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I'm researching how large companies manage their public APIs. I'm thinking of companies with mature established APIs such as Google, Facebook, Twitter, and Amazon.

These companies have a number of different APIs that they expose to the public. Google, for example, has Plus, AdSense, AdWords etc. APIs that are publicly consumable. I'd like to understand if they use a cluster of reverse-proxy servers in front of those APIs to provide common functionality so that their specialist API servers don't need to implement that.

For example: Throttling and Authentication could be handled at this layer instead of implementing it in each API cluster.

The questions: Does anyone use a shim or reverse proxy in front of their APIs to handle common tasks? What are the use cases that make a reverse-proxy a good or bad idea for a cluster of API servers?

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1 Answer 1

up vote 16 down vote accepted

Most large companies explore a variety of things to handle the traffic and load on their servers. Roughly speaking:

  1. A load balancer sits between the entry point and the actual client.
  2. A reverse proxy often times sits between these to handle static files, pre-computed/rendered views, and other such largely static assets.
  3. Any cast is used for DNS purposes, so that you are routed towards the nearest server that handles that URL.
  4. Back pressure is employed in systems to limit the amount of requests feeding through a single pipeline and so that services don't tip over.
  5. Memcached, Redis and the like are used as short term caches. That is, if it's going to roughly be the same result every 5 seconds, then that result can be cached in memory for faster delivery. Some proxies can be configured to read out of these.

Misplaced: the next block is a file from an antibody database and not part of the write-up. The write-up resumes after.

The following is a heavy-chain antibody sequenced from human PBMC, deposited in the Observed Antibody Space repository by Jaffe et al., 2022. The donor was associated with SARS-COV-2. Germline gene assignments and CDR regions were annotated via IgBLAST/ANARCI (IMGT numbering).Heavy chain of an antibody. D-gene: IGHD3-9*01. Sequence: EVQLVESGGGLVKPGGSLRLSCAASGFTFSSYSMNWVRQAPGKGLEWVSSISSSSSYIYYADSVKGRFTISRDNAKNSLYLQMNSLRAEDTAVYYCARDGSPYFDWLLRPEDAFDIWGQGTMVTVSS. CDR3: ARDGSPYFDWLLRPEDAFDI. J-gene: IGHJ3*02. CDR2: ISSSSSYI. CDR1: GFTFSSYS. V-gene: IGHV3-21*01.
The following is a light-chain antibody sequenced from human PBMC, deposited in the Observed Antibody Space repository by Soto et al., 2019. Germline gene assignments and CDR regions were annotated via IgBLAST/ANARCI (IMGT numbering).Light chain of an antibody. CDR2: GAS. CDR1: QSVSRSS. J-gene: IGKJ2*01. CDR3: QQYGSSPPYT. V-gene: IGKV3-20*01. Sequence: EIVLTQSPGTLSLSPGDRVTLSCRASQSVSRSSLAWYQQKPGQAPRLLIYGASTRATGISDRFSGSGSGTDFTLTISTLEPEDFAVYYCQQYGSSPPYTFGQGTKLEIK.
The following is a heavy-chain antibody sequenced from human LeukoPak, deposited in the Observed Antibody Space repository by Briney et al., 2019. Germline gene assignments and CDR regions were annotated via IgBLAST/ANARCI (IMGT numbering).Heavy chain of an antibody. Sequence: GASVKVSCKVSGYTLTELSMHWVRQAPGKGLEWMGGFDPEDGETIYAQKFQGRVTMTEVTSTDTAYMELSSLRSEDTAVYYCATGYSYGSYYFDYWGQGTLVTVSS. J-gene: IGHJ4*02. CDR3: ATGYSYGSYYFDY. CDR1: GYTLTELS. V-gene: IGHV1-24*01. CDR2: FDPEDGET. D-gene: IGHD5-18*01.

If you're really interested, start reading some of the Netflix blog. Take a look at some of the open source they've used like Hystrix or Zuul. You can also take a look at some of their videos. They make heavy use of proxies and have built in some very advanced distributed behavior.

As far as a reverse proxy being a good idea, think in terms of failure. If your service calls out to another API by direct route and that service fails, then your service will fail and cascade upwards to the end user. On the other hand, if it's hitting a reverse proxy, then that proxy can be configured or even auto detect failures and divert traffic to back up servers.

As far as a reverse proxy being a good idea, think in terms of load. Sometimes servers can only handle a fraction of the traffic individually so that load must be shared on many servers. This is true not just of CPU capped but also IO capped resources (even if the return signal itself will not be the cause of the IO capping.)

Daisy chaining like this presents its own special little hell but it's sometimes unavoidable. On the downsides and what makes it a really bad choice if you can avoid it at all costs is a loss of deterministic behavior. Sometimes the stupidest things will bring your servers down. And by stupid, I mean, really, really dumb stuff that you never thought in a million years might bite you in the butt (think server clocks out of sync.) You have to start using rolling deploys of code, take down servers manually or forcefully if they stop responding, and keep those proxy configs in good order.

HTTP1.1 support can also be an issue. Not all reverse proxy adhere to the spec. In fact, some of them only cover ~50%. HAProxy does not do SSL. If you're only limited hardware then thread based proxy can unexpectedly swamp the system with threads.

Finally, adding in a proxy is one more thing that will break (not can, will.) You have to monitor them just like any piece of the platform, aggregate their logs, and run mock drills on them too.

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I'm sorry that I have to be so vague and can't give actual system configurations, NDA agreements preclude answering fully. –  wheaties Dec 23 '13 at 19:34

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